Using blocks to help with Chaturanga Dandasana by Gillian Taylor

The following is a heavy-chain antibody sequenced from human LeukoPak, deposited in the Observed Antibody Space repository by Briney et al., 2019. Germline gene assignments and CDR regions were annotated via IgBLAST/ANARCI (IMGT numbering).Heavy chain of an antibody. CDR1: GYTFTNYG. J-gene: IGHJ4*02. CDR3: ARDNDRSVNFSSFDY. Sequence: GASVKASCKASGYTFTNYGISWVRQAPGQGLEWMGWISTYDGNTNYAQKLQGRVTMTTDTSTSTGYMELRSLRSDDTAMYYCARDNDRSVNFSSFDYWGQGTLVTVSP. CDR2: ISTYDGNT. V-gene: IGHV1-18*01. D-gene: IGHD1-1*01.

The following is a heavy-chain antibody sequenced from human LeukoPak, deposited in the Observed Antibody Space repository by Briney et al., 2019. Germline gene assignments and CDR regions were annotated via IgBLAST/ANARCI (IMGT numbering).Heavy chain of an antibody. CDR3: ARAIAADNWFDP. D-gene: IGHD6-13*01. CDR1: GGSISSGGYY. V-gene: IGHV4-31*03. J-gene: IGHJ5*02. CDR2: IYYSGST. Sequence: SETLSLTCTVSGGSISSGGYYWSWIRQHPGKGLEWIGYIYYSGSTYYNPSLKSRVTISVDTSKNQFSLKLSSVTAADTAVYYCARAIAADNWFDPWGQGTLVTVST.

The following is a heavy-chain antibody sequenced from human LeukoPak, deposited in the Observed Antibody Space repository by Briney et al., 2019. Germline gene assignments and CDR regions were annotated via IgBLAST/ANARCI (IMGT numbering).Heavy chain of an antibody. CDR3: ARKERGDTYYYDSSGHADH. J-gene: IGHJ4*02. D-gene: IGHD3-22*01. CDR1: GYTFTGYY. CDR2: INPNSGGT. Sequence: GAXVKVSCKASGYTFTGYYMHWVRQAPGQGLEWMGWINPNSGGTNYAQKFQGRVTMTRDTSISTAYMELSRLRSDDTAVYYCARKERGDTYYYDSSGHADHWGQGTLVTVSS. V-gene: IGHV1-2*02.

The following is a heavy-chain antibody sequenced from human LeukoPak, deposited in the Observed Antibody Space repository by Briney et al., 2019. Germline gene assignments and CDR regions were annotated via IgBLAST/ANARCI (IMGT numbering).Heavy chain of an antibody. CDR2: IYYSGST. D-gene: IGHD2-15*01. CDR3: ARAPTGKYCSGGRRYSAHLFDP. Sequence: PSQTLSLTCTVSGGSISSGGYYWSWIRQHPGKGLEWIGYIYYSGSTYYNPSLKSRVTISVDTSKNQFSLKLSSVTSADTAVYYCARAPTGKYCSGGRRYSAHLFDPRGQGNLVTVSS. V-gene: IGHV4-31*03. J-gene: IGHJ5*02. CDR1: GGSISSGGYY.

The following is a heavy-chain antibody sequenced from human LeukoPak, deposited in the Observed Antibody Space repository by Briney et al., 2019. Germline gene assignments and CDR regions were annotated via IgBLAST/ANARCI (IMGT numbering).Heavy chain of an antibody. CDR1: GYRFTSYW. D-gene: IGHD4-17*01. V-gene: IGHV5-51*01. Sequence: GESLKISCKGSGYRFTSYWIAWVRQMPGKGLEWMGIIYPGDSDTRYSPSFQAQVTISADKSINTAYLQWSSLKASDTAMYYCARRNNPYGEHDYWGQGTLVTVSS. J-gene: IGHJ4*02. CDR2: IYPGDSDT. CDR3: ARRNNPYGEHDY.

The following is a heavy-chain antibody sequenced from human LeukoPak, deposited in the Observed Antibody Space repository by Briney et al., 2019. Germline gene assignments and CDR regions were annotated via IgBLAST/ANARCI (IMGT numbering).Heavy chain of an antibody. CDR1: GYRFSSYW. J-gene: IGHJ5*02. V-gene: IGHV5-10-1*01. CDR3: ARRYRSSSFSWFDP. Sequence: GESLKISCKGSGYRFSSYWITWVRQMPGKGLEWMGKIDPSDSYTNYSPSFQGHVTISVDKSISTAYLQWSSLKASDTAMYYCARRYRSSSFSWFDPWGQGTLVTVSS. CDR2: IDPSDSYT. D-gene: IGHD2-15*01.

Props. You either love them or hate them. Oftentimes there is a reluctance to use props in practice, either because we are unsure how to use them or perhaps we feel they are cumbersome or we are embarrassed to reach for a block or strap if no one else in class is. I love practicing with props and utilizing them in practice. Props are beneficial in helping us find optimal alignment in poses to help us really feel the essence of an asana - what muscles are being recruited and where we should be finding space. They help us to understand the asana in our body. Let's start with Chaturanga Dandasana or, as some have called it, the shoulder shredder! Poor alignment in Chaturanga Dandasana will definitely put strain on your shoulder girdle if done incorrectly, and I still find it a challenging pose in my own practice. It is however, a great strength builder and a solid Chaturanga is particularly beneficial to build the upper body and core strength necessary for arm balances. Remember, Chaturanga Dandasana is a pose, yet often we rush through it in transitions. Try to practice this a little slower to truly work on strength building. Using the blocks helps to teach us to keep the shoulders at the height of the elbows. Many newer students never lower down far enough or they come down too low and collapse the heads of the shoulders down (although it’s better to lower less than come too low far). Start by placing two blocks at medium height, shoulder distance on the mat and placing hands slightly behind the blocks. Come into plank pose and engage the core by drawing the navel to the spine, and lengthening the tailbone to the heels. Start to shift the weight forward slightly, draw the shoulders down the back, lengthen through the crown of the head. From here, melt the heart, bend the elbows and lower down until the shoulder heads are hovering over the blocks. Welcome to the full body engagement required for Chaturanga Dandasana. You can also do this exercise with the knees down, and gradually work up to lifting the knees off the mat. Practice safely.